Costs of making international payments, especially when they involve paying or collecting in foreign currencies are often a point of frustration and uncertainty for many small businesses and their accountants. We shed the light on the most frequent charges that arise when a business sends or collects currencies internationally.
International money transfer or payment fees
Payment (also known as wire) fees are the most transparent part of costs when sending payments internationally. Most banks will charge non-negotiable payment fees that they disclose and which can be discussed when a business first opens an account with a bank or during one of the periodic reviews with your bank.
Depending on the payment method these charges can range between 40p for a SEPA payment (for sending Euros to SEPA member countries) to £15 for a basic international SWIFT transfer. Currency brokers often claim to charge no payment fees as they are subsidising them from the currency conversion spreads that they charge (as explained below). Most newer fintechs, including HedgeFlows, have adopted a transparency approach where they state clearly state payment fees on each transfer or offer subscription models that cover payment costs. If the fintech specialises in international payments it is likely their payment fees will be significantly lower than bank payment fees.
Intermediate bank fees
Often one of the most surprising and frustrating areas for businesses making international bank transfers is the topic of the intermediary bank costs for SWIFT transfers. When an international transfer is made using the SWIFT network, the funds often travel via a set of correspondent banks, which provide a service that helps funds reach the recipient. But it comes at a cost, and it is the way that cost is charged that comes as surprise to many.
For example, a UK-based business making an international payment to a Chinese supplier in US Dollars will see its UK bank sending the funds via a correspondent bank in the US first. If the Chinese supplier’s bank does not hold a correspondent account with the same US bank, the funds would then need to be transferred to their own correspondent bank. Furthermore, although it is less likely nowadays, it is still a possibility that two of the US correspondent banks may not have a direct connection and require the service of another intermediary bank. To provide these services the correspondent and intermediate banks will most likely deduct so-called intermediary bank fees - as little as $3 and as much as $40 per transfer. As these fees are deducted from the amount being transferred, the result is often that the recipient gets a smaller amount than what the sender has originally transferred!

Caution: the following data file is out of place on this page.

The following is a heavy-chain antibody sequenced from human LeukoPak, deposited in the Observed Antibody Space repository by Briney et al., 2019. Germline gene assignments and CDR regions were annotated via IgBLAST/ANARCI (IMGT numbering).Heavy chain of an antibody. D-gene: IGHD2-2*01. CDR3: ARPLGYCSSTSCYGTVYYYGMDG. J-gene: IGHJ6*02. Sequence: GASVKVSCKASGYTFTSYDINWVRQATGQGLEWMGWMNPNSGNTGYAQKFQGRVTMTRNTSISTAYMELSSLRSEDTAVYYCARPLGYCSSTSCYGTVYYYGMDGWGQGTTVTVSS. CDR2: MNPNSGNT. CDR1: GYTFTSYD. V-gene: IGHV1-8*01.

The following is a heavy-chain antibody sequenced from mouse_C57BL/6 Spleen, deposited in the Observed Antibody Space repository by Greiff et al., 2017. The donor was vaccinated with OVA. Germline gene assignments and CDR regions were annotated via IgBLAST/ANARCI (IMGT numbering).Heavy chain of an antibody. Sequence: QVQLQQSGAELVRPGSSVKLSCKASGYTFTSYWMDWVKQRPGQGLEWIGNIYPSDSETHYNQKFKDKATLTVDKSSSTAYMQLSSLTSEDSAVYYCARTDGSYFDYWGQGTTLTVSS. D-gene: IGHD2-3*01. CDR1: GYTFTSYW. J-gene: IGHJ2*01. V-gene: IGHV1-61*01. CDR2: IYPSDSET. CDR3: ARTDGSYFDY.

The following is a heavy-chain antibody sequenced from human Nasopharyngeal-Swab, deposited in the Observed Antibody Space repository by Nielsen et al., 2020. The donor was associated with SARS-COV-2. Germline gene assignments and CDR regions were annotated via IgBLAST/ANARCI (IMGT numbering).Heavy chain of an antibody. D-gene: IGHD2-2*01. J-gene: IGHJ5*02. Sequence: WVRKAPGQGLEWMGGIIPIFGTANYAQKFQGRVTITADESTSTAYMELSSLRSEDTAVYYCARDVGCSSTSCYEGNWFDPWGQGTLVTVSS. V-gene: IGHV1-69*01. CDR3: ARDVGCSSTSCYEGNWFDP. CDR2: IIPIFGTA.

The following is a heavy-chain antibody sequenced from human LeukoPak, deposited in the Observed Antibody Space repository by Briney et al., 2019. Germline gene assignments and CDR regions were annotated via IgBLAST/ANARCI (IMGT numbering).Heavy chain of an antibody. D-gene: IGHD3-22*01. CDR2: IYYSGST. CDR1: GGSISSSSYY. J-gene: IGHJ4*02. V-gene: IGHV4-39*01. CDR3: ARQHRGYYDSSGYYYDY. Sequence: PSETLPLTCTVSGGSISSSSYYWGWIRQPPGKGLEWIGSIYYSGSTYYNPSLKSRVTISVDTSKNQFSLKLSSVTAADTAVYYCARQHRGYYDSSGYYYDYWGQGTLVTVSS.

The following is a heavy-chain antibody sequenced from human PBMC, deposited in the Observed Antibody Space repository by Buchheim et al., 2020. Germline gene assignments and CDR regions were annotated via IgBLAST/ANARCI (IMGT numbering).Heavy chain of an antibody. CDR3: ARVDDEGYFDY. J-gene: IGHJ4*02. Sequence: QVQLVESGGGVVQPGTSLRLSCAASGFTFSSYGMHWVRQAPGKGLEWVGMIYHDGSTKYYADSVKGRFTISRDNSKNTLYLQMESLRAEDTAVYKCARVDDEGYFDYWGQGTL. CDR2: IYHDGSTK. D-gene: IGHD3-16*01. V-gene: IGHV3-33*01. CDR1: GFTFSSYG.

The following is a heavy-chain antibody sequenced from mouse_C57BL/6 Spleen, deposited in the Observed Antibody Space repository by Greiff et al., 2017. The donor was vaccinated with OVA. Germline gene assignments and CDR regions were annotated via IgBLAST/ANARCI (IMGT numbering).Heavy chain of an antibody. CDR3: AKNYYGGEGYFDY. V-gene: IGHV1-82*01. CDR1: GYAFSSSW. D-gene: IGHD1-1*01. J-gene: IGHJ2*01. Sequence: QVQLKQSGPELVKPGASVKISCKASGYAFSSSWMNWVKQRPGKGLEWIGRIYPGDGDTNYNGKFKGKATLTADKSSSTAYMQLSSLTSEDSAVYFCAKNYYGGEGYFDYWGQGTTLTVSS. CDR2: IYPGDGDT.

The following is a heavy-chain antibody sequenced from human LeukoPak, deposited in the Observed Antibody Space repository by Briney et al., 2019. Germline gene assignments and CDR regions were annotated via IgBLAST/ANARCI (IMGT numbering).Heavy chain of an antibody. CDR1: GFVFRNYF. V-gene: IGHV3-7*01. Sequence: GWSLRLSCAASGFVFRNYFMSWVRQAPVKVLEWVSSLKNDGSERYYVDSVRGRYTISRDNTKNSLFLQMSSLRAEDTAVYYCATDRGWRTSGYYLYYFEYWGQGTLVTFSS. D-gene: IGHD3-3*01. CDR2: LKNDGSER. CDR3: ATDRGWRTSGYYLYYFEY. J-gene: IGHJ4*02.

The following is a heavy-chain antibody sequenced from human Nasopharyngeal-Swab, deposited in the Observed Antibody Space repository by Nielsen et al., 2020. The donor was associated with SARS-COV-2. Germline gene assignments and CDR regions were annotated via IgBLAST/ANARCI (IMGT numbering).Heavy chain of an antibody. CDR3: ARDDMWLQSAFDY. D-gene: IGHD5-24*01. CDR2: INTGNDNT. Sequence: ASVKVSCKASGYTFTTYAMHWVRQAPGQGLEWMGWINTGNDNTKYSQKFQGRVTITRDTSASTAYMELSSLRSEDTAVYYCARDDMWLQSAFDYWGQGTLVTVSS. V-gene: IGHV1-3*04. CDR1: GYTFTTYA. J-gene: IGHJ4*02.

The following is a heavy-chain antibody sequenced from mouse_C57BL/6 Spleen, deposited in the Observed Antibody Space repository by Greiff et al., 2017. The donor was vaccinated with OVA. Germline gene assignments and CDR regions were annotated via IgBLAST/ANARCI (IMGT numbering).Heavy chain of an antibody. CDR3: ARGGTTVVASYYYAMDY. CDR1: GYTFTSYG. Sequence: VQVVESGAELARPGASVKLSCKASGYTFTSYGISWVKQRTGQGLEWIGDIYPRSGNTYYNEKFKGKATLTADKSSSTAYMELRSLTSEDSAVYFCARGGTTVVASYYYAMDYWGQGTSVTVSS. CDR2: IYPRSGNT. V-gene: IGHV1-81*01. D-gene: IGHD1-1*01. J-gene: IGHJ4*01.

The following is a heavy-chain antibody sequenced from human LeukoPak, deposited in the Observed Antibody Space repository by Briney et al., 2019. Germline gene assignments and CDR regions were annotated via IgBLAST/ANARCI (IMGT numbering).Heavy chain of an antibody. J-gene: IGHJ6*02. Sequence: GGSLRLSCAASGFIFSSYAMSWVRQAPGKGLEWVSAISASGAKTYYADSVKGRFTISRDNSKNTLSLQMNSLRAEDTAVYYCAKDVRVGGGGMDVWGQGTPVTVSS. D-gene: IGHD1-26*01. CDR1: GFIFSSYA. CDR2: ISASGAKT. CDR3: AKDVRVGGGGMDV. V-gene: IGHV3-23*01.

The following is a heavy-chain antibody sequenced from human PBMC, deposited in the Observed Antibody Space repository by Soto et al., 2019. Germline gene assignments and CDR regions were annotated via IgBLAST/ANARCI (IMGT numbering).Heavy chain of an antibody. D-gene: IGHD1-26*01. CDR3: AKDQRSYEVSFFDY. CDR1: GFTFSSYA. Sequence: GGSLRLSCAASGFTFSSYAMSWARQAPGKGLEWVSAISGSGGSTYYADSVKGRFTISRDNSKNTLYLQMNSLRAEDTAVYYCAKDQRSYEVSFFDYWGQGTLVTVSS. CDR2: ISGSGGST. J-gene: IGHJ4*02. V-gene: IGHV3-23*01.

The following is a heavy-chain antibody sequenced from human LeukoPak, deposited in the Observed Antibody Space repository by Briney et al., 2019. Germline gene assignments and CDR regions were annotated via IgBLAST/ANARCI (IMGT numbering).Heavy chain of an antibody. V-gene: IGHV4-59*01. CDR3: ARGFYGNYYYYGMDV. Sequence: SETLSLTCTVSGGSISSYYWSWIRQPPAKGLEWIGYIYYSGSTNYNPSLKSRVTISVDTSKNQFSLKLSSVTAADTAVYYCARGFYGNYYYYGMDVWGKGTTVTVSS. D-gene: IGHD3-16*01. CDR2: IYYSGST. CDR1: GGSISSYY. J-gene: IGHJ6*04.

One way to overcome this problem is to pay for the "premium" SWIFT (OUR) option - while costing a bit more, it covers all intermediate bank fees - instead of deducting these fees from the transfer amount, intermediate banks charge the sender’s financial institution for their transfer fees. This is why SWIFT (OUR) costs a bit more upfront as the fee goes towards covering these costs eventually, while the payer’s service provider is obliged to cover intermediate bank fees no matter how those end up being.
Another to avoid SWIFT fees is to use other providers ranging from PayPal to other fintechs, but attention should be paid to other fees these providers may charge. This foreign payments guide explains how to minimise the costs of doing business in foreign currencies in greater detail.
Foreign exchange or conversion fees explained
While intermediate bank fees are the frustrating area visible to most businesses who make SWIFT transfers, foreign exchange spread (also known as exchange fees) are less understood, yet often more important costs for many foreign transfers.
An exchange fee is usually charged as a percentage of the amount that you need to exchange. It comes in form of a spread that is applied to the exchange rate used when quoting foreign conversion. For instance, if the going market rate to purchase Euros is 1.20 Euros for every Pounds Sterling, it would cost your provider £1000 to purchase 1,200 Euros. But the rate they would quote to their customers would be slightly worse - for example, 1.1764 Euros for every Pound. This means that a 2% foreign exchange spread is applied to the market rate [1.1764 = 1.20 / (100% + 2%)] and it costs the client £1,020 to purchase €1,200, where £20 is the bank’s foreign exchange fee.
As a result, on larger transfers - anything in excess of several hundreds of pounds, the exchange fees will outweigh other costs without many providers mentioning it! Leading banks are the most expensive and least transparent option when it comes to exchanging currencies. Standard exchange fees that Barclays, NatWest, Lloyds and others charge in the UK often exceed 2%. If your business sends tens of thousands of Pounds in foreign transfers via your bank, you may be paying hundreds of pounds in hidden charges.
Foreign exchange specialist firms and fintechs have been offering more competitive exchange fees to small and medium-sized businesses for more than a decade now. With the right provider, a business can reduce the costs to a fraction of a per cent, dramatically reducing the costs.
HedgeFlows Foreign Cost analyser offers an automated tool that checks your foreign payment costs and provides tips on how to manage them.